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Over the past couple days or weeks I noticed that when I play my violin, it feels like I'm playing on sand paper. Like my bow has some sort of traction or resistance to my movements and feels very rough when it's played across the strings. The odd thing is that it only feels like this some of the time. For example, day it felt fine but later that night when I practiced I ran into this problem.  Do you know what could be causing this and is there anyway to fix it? I made a list of what I think it could possible be,
1. Something I'm doing wrong like posture (Not sure what I'm doing wrong if this is the case)
2. Too much or not enough rosin (I've "experimented" by adding/removing rosin when I run into the problem I'm experiencing)
3. Humidity or temperature in house
4. Something wrong with string or bow hair
Please let me know if you are able to identify the cause and solve this problem.
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The obvious cause of things feeling very "grippy" would be lots of rosin.  The solution is usually just to keep playing until enough of it comes off to make a smoother sound.  Other related factors could come in: dark rosin can get kind of sticky in very hot weather for example.  Some bow hair is more grippy than other hair too.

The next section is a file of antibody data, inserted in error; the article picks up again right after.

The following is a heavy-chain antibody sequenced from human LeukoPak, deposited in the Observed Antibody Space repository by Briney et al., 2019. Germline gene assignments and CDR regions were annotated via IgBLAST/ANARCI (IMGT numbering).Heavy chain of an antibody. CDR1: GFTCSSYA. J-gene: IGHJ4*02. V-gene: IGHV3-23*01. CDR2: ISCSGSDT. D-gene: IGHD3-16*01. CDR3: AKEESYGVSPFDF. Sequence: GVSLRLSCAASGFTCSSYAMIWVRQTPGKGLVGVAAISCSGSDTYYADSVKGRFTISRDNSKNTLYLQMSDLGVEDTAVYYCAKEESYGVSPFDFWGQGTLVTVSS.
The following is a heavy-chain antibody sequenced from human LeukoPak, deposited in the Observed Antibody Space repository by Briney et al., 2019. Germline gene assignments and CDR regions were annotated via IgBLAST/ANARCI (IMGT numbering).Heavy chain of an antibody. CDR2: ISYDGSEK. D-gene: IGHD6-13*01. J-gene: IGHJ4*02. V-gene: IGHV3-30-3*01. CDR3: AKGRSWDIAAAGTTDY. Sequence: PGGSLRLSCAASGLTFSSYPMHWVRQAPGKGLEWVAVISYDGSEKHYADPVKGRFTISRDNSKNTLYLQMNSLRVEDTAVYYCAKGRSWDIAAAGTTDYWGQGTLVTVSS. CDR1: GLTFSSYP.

But if you're using the same bow, and you've tried with lots of rosin and with less, we could look at other factors.  How tight or slack the hair is can change the feel quite a lot.  I try to tighten my bow to a fairly consistent point. 

Also the contact point can change how much pressure you need to produce a good sound.  If you're bowing closer to the bridge you need to press a bit harder, and the sound may be a little bit rougher.  If you bow closer to the fingerboard you can use less pressure and the sound is smoother.  

Like with the hair tension of the bow, I think consistency is key here.  Try to keep the contact point right between the bridge and the fingerboard.  Right in the middle.  Later on you can start deliberately bowing in different places to get different effects, but first you need to learn to put the contact point in a consistent spot and develop the technique to get a good sound.  

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